Above the fold
When opening the newsletter on their devices, your customers should be able to understand the subject and objective of the newsletter without needing to scroll. This means that your header image, headline, text, and CTA should all be above the fold. As our marketing intelligence expert, Christopher Smid is quick to remind clients,
The attention span of users is shorter than ever, and if you cannot create a hook and an interest to read more, you will miss out on essential clicks to your content.
You can give more context to the subject of your newsletter after this first CTA above the fold. The truth is that most of your subscribers won’t read further than the first CTA. So you want to make sure you create that hook and fill out the gaps underneath.
Upside down pyramid focus
When designing your above-the-fold content, you want to have the picture of an upside-down pyramid in front of you.
- Start big with a header image that clearly shows your subject has a headline in it and also a CTA
- A headline stating your subject of the newsletter
- A short introductory text to the subject with salutation
- A quick and easy CTA to explore more on your website
With this technique, you can guide the viewer’s eye to the action you want them to take and increase your CTR to your store. Make sure you are able to quickly explain the reasoning for your mailing in that introduction part. If you are not able to break it up into 20-40 words, then re-evaluate your topic and if you should break it down to multiple mailings.
In every newsletter, you should focus on drawing attention to one of your products. This can be done effectively with a paragraph at the end of the newsletter, such as “Did you know …?” Here, you have the opportunity to deliver a positive message and draw attention to new products.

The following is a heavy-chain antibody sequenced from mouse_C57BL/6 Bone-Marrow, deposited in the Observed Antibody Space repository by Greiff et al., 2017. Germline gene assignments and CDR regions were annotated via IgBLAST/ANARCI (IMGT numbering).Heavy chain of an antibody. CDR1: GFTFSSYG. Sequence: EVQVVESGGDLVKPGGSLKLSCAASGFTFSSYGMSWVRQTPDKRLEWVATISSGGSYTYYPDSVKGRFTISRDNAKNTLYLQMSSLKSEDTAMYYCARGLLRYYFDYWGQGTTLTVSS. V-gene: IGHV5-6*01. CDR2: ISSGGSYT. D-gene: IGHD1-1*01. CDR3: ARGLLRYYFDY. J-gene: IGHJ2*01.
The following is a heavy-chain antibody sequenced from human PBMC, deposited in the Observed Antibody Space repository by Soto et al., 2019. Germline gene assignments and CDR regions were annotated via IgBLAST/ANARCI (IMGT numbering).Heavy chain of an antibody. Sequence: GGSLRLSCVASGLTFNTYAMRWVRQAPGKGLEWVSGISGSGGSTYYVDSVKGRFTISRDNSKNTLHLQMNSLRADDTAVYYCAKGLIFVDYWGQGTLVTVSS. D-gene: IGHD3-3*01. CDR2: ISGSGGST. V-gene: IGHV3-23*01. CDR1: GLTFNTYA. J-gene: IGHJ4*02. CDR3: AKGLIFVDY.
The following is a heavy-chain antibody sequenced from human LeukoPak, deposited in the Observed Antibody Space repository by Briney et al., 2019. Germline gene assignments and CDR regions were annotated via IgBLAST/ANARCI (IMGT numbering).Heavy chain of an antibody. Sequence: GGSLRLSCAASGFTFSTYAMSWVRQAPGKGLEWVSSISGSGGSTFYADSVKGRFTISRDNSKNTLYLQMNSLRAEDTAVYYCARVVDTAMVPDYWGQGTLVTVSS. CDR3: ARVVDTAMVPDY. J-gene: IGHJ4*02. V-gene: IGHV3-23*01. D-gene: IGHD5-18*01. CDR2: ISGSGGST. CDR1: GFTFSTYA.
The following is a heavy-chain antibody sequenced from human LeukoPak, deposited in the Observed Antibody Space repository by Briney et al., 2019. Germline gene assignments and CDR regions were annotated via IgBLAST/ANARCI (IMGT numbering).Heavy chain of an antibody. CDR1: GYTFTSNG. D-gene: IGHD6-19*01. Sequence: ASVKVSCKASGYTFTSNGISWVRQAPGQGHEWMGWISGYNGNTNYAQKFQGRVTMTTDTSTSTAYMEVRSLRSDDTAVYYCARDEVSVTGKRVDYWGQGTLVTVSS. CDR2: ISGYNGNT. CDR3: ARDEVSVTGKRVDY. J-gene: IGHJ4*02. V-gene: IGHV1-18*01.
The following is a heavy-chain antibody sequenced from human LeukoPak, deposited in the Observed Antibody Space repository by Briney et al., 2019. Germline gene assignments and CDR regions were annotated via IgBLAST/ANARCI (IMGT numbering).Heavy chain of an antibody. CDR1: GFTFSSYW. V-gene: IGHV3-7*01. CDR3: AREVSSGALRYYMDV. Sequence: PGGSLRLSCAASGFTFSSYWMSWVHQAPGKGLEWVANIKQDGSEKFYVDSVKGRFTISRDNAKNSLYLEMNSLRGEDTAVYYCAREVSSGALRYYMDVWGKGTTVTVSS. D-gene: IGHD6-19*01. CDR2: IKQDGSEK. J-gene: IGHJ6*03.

Give the reader more to explore
Never leave your reader hanging. An area where the reader can jump straight to the blog or website should be a fixed part of any newsletter. In this way, you allow customers to link directly to your website and automatically increase traffic to the content pages.
The social media content area where readers can read your Instagram posts is another area that should be worked into every newsletter. So get your Informative IG Posts a second life.
The footer is a fixed part of the newsletter and can remain unchanged across campaigns. This is where you should provide the option to unsubscribe (an important legal requirement for any newsletter!).
Other ideas for newsletter design success: Structuring and graphic elements
- Use dividing lines to give structure: Headings in the text give structure and help readers orientate themselves.
- Infoboxes help to highlight brief information.
- Checklists are clear and make it easier to read.
Final checklist of what you need for your design to standout:
- Personalized- address the customer by name
- Responsive- Perfect display across different devices
- CTA above the Fold
- Linked Image in the header
- Shop Integration = clickable Products
- A Header that explains the content/Motivation of the newsletter
- Don’t put 2 CTAs in a row
- Properly sized Header
- Complete Preview Text
Ultimately, always be mindful of the fact that your email newsletter design should inspire your users to take action, generate revenue, or increase customer loyalty and awareness. By following these best design practices, you will ensure that your emails look great across all devices and get the kind of attention that they deserve.